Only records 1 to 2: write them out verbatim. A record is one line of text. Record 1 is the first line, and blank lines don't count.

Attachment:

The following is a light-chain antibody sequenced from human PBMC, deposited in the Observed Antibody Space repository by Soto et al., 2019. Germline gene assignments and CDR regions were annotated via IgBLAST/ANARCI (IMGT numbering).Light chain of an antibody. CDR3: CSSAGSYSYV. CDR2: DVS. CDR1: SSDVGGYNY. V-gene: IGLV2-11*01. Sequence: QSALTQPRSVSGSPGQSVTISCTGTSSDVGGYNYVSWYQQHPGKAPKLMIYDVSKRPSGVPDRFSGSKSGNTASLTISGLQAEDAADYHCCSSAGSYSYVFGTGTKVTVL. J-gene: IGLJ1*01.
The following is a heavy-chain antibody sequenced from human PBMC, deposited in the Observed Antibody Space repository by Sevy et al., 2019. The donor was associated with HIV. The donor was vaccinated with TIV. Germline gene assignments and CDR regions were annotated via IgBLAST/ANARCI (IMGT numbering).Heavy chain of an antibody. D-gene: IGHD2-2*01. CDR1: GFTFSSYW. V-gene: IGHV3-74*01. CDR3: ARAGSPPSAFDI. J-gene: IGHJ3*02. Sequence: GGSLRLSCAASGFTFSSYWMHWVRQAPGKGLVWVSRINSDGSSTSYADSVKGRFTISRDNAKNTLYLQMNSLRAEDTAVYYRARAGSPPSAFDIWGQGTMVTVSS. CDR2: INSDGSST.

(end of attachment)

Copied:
The following is a light-chain antibody sequenced from human PBMC, deposited in the Observed Antibody Space repository by Soto et al., 2019. Germline gene assignments and CDR regions were annotated via IgBLAST/ANARCI (IMGT numbering).Light chain of an antibody. CDR3: CSSAGSYSYV. CDR2: DVS. CDR1: SSDVGGYNY. V-gene: IGLV2-11*01. Sequence: QSALTQPRSVSGSPGQSVTISCTGTSSDVGGYNYVSWYQQHPGKAPKLMIYDVSKRPSGVPDRFSGSKSGNTASLTISGLQAEDAADYHCCSSAGSYSYVFGTGTKVTVL. J-gene: IGLJ1*01.
The following is a heavy-chain antibody sequenced from human PBMC, deposited in the Observed Antibody Space repository by Sevy et al., 2019. The donor was associated with HIV. The donor was vaccinated with TIV. Germline gene assignments and CDR regions were annotated via IgBLAST/ANARCI (IMGT numbering).Heavy chain of an antibody. D-gene: IGHD2-2*01. CDR1: GFTFSSYW. V-gene: IGHV3-74*01. CDR3: ARAGSPPSAFDI. J-gene: IGHJ3*02. Sequence: GGSLRLSCAASGFTFSSYWMHWVRQAPGKGLVWVSRINSDGSSTSYADSVKGRFTISRDNAKNTLYLQMNSLRAEDTAVYYRARAGSPPSAFDIWGQGTMVTVSS. CDR2: INSDGSST.